It should work well; let’s all get behind the guy in the fervent hope that it will.

Monk’s Anger Should Ensure Feisty Leeds Display at Liverpool – by Rob Atkinson

odemwingie

Odemwingie: Who, Ref? Me, Ref?

Rotherham United 1, Leeds United 2

Garry Monk was naturally pleased with three vital points at the expense of a fired-up Rotherham United side – but he was clearly not a happy bunny after the final whistle, and you could see why. Leeds United, two up at half time and facing a depleted home side, after a senseless act of thuggery by Millers madman Peter Odemwingie brought him a well-deserved red card, should have been able to engage cruise control and ease to a comfortable three or four goal win. Instead, they allowed the complacency they’d been warned against during half time to creep into their play – and they came within one skied close-range finish of dropping two precious Championship points.

Such are the wrinkles Monk is doing his best to iron out of this Leeds United squad, and you have to say that there has been obvious progress within what he continually refers to as a young group. It’s live and learn as much as sink or swim in second-tier league football and, if the group can learn something from such a laissez-faire second-half display and still get away with a victory, then it’s been a good day after all. The record books will show that goals from Chris Wood and Souleymane Doukara were enough to see Rotherham off, despite Richard Wood’s late effort which only just beat an acrobatic Rob Green. At the end of the day, Brian, it’s all about results.

Still, Monk’s post-match demeanour left nobody in any doubt that the paint had just been blistered off the away team dressing room walls; the young group had been treated to a savage analysis of their shortcomings that, we can but hope, will lead to rather more focus over the next few games. That focus will be sorely needed for the stern tests that lie in wait for United; first at Anfield in the EFL Cup quarter-final, and then rather more importantly in massive league games against Aston Villa and high-flying Brighton and Reading outfits. If Leeds can emerge from that little lot with an honourable exit from the Cup and six or seven more league points safely banked – well, there won’t be too many glum faces around Elland Road.

If Garry Monk really is the real deal at this level – and there seems no valid reason so far to doubt that – then he will be adept at the art of dealing with matters in-house and by the judicious use of both stick and carrot as the occasion demands. All great managers, together with those aspiring to greatness, have had the common sense to know that sometimes an arm needs to go around the demoralised shoulder – and other times a boot needs applying to the relevant backsides. Young teams will wax and wane, it’s part of the process of becoming battle-hardened and consistently effective. Today, some of Leeds United’s players were found wanting – and got away with it. But it must not happen again.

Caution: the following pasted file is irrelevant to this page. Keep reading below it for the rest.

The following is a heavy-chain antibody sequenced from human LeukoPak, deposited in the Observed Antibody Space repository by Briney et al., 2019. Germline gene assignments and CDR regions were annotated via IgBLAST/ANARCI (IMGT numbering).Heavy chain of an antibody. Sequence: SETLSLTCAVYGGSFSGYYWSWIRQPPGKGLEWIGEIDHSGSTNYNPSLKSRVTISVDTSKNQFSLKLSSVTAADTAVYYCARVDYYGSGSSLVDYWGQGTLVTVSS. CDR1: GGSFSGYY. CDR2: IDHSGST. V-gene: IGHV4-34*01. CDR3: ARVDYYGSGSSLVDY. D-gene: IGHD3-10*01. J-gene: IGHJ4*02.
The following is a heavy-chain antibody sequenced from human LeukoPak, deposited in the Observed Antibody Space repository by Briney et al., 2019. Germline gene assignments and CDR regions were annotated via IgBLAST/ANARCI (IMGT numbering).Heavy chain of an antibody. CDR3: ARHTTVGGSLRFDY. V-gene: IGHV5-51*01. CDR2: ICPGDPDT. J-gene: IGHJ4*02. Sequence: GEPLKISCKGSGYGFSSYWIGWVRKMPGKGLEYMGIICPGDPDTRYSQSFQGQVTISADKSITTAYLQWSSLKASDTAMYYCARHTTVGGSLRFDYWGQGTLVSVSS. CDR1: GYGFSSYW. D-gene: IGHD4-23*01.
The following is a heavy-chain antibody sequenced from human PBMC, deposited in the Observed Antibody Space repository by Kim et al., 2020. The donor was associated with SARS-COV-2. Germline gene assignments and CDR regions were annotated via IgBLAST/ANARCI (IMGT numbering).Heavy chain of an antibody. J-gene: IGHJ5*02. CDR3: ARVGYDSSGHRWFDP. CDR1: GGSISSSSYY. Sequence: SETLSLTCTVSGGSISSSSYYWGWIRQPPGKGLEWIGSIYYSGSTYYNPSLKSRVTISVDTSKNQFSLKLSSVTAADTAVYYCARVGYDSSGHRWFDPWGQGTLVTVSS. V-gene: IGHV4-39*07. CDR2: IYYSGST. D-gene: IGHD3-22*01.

On Tuesday night at Anfield, there will be nowhere to hide – and the eleven men in United shirts must have the message of what is expected ringing loudly in their ears. Whatever kind of side Liverpool put out, a display of the sort we suffered through in the second half at Rotherham will leave us needing an abacus to keep the Reds score, and headache pills for afterwards. The important thing today was the win and the three points – but if we were to gain the bonus of improved displays over the important games coming up from whatever bollocking was delivered in the dressing room – then today will have been doubly productive.

There are testing times ahead but, as the ancient scholar said, it’s a case of “per ardua ad astra” – through hardship, we can reach the stars. It would take a stellar performance at Anfield to survive another stage of the EFL Cup, and league points will be hard to come by over the next few league games; still, with the right proportions of carrot and stick from our bright young manager, you just never know.

GFH Exit Sees Cellino Move Into Leeds United Departure Lounge   –   by Rob Atkinson

Cellino sunshine

Cellino – beginning of the end of the road?

Leeds United versus Huddersfield Town doesn’t kick off until 3:00 pm on Saturday – but already, many Leeds United fans are proclaiming the most significant victory of the season. It’s a result that owes nothing to last-ditch defending, brilliant midfield play or clinical finishing. This vital win has been fashioned, not on the hallowed turf of Elland Road, but in the more subdued atmosphere of a boardroom or lawyer’s office. Because at last, or so it certainly seems, Leeds United is back under 100% ownership, instead of being shared, argued about and fought over by unequal partners. Minority holders GFH, it appears, have relinquished their stake in United, leaving Massimo Cellino as sole owner of the whole shooting match.